By Jonathan Ramos
By Juan De Anda
By Mollie McWilliams
By Juan De Anda
By Mollie McWilliams
By Juan De Anda
By Jonathan Curiel
By Alexis Coe
Stripped bare of its hype and controversy, Falun Gong is a sort of yoga. So when you see bus ads showing people doing what looks like their morning practice in a park, next to the slogan "What if you could be arrested for doing this?," you can be sure that a Friends of Falun Gong outfit somewhere understands its audience. What San Franciscan wouldn't get behind a brutally oppressed yoga method?
Local playwright Cherylene Lee's new play, Antigone Falun Gong, stars a peaceable Falun Gong practitioner named "A" resisting the Chinese government after it jails (and possibly kills) her brother. She's identified with Antigone, the young Greek rebel against Creon's arbitrary rule in Sophocles' original story. "A" is also disciplined and nonviolent and wears pajamas most of the time. So the same dynamic is at work in the show as in those bus ads: What local audience wouldn't get behind the story of an unarmed woman speaking truth to power?
Antigone Falun Gong is a well-intentioned and fascinating play that would be insufferable if it weren't so exotic. It's about Falun Gong as a political movement and Falun Gong as a discipline (it's related to tai chi). It's also about family loyalties. "A" practices her exercises in a city park to protest her brother's detention. Her Westernized sister, "I" (Keiko Shimosato), begs her to stop for the sake of the family's honor and safety (public Falun Gong has been illegal in China since 1999), but "A" won't listen. She repeats an austere teaching that even family and emotional attachments must be renounced by a true Falun Gong devotee. Her boyfriend, "H" (Michael Cheng), also fails to sway her. A pair of citizen informants report her activities to the authorities, and soon a magistrate, "C," turns up to arrest her.
Tickets are $34-40
"C" happens to be "A"'s uncle and "H"'s father. They have a pleasant, poisonous chat. David Furumoto plays the magistrate as a sort of comic gang boss, sitting on a bench with his walking stick and smiling at the quaint but treasonous things his niece has to say. Bonnie Akimoto plays "A" as a cold but determined young woman who accuses "C" of trampling her brother for the sake of his own career, and stoically refuses to renounce her practice.
Furumoto, who also directs, has framed and paced this long scene well, with the urban rhythm of bicycle bells in the background and a gentle suggestion of fading daytime (from Jim Cave's lights). But we never seriously doubt whom to sympathize with. Even when "A" claims to have dodgy supernatural powers from her Falun Gong practice -- like witnessing her brother's fate through a "third eye" -- the audience never responds to the magistrate as anything but a Communist apparatchik who should be resisted. Furumoto makes him likable, but that's not enough.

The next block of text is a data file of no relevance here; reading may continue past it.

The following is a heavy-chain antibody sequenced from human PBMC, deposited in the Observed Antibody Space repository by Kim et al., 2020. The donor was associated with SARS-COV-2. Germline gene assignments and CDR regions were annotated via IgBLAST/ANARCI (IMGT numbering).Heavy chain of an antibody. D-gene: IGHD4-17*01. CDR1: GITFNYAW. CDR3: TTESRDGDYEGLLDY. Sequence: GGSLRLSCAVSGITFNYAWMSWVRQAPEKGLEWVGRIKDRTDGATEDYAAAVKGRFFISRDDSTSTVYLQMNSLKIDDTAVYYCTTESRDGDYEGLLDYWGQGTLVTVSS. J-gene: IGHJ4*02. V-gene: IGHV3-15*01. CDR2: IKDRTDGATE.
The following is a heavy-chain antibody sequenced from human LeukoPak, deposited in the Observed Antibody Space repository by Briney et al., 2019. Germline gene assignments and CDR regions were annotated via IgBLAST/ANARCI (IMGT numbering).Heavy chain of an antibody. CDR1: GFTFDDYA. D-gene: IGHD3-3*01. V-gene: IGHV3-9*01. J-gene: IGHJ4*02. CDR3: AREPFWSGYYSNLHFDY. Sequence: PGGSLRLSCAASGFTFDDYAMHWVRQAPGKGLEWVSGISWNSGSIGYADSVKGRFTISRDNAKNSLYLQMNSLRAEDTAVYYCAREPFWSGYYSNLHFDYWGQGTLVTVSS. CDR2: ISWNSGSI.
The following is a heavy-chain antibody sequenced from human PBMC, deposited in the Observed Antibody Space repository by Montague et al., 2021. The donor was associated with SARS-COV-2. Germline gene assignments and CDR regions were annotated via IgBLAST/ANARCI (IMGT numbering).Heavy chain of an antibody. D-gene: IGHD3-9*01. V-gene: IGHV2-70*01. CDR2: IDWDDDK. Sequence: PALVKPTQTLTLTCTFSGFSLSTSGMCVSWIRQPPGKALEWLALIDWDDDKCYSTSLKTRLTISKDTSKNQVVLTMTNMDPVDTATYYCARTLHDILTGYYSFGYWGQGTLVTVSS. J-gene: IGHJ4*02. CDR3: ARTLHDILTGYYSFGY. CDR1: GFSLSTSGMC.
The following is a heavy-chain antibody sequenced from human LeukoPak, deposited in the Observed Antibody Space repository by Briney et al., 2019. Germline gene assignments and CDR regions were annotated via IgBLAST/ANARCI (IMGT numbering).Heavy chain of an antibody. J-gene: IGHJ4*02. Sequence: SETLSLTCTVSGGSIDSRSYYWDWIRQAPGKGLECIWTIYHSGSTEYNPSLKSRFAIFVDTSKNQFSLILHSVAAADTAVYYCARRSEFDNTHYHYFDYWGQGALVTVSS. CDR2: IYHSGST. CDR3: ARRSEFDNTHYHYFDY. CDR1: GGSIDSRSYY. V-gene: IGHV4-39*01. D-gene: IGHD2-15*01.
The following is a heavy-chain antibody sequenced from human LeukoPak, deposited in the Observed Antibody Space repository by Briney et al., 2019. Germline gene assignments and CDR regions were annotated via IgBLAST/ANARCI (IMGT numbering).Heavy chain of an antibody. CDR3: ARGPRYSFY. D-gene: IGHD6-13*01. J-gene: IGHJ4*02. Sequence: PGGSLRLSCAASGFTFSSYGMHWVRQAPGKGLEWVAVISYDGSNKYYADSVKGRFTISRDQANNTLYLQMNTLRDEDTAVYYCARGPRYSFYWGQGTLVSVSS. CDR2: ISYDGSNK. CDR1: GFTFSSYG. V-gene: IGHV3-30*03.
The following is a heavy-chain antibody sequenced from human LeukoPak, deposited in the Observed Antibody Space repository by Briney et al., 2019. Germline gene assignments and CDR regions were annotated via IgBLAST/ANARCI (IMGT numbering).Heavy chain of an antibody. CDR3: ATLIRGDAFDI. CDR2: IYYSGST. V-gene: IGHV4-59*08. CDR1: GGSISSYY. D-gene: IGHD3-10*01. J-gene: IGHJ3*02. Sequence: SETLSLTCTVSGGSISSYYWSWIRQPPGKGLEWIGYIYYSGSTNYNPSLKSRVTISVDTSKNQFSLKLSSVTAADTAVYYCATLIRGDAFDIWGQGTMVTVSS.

Sophocles' play is Creon's tragedy as much as Antigone's. Two of Antigone's brothers have died in a civil war, and Creon wants the "rebellious" one's corpse to rot in the sun. Antigone risks her life by insisting on a proper burial. She invokes tradition, the gods, and family piety against Creon's rule of law, while her sister, Ismene, and fiance, Haemon, try to intercede. (All the initials in Antigone Falun Gong match up with Sophocles' names.) Creon locks Antigone in a stone tomb, where she dies just before Haemon persuades the king to spare her life. Haemon is Creon's son; he commits suicide out of grief for Antigone. His mother follows suit (out of grief for Haemon) and leaves Creon bereft.
Antigone Falun Gong reaches for this rounded, tragic anguish, but the nods to "C"'s emotional investment feel superficial. In fact, Lee tries so hard to map her play onto Sophocles' that she weaves a needlessly dense and confusing web of family complications. The ancient Antigone features a uniquely absurd family tree -- Antigone and her brothers are children of Oedipus, who slept with his mom, meaning they're aunts and uncles to each other as well as brothers and sisters -- which Lee can't imitate without draining some of her play's inherent power.
The strongest scenes in Antigone Falun Gong fall between the dialogue, when the actors and dancers tell background stories reminiscent of Sophocles' chorus, with speechless movement derived from martial arts and Falun Gong itself. Combat scenes, acts of self-torture, even a reference to the Tiananmen Square showdown between a student and a tank play out against keening flute and thundering drums, with Fumiko Bielefeldt's traditional costumes streaming ribbons of silk. Peter Kwong's choreography is a thing of beauty.
Antigone Falun Gong, then, is a decorative introduction to Chinese dissent. Falun Gong makes up the largest nonviolent resistance group on Earth right now, perhaps the most important one since Gandhi drove out the British, and Beijing persecutes its followers because they pose an honest threat. This history is more than enough to make the show interesting. But if someone wrote the same play about American politics now, I'd feel cheated; I'd want more than a comfortable ad from the side of a bus.